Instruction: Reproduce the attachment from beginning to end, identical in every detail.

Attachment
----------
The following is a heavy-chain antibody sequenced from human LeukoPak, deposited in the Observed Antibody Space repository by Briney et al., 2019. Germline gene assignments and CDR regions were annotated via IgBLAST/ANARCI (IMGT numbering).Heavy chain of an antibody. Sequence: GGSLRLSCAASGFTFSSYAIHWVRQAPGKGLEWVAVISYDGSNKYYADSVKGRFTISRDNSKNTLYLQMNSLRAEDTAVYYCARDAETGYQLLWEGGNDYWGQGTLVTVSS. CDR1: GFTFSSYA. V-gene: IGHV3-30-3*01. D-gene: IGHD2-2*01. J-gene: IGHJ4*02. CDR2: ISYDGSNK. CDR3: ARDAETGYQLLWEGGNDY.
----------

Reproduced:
The following is a heavy-chain antibody sequenced from human LeukoPak, deposited in the Observed Antibody Space repository by Briney et al., 2019. Germline gene assignments and CDR regions were annotated via IgBLAST/ANARCI (IMGT numbering).Heavy chain of an antibody. Sequence: GGSLRLSCAASGFTFSSYAIHWVRQAPGKGLEWVAVISYDGSNKYYADSVKGRFTISRDNSKNTLYLQMNSLRAEDTAVYYCARDAETGYQLLWEGGNDYWGQGTLVTVSS. CDR1: GFTFSSYA. V-gene: IGHV3-30-3*01. D-gene: IGHD2-2*01. J-gene: IGHJ4*02. CDR2: ISYDGSNK. CDR3: ARDAETGYQLLWEGGNDY.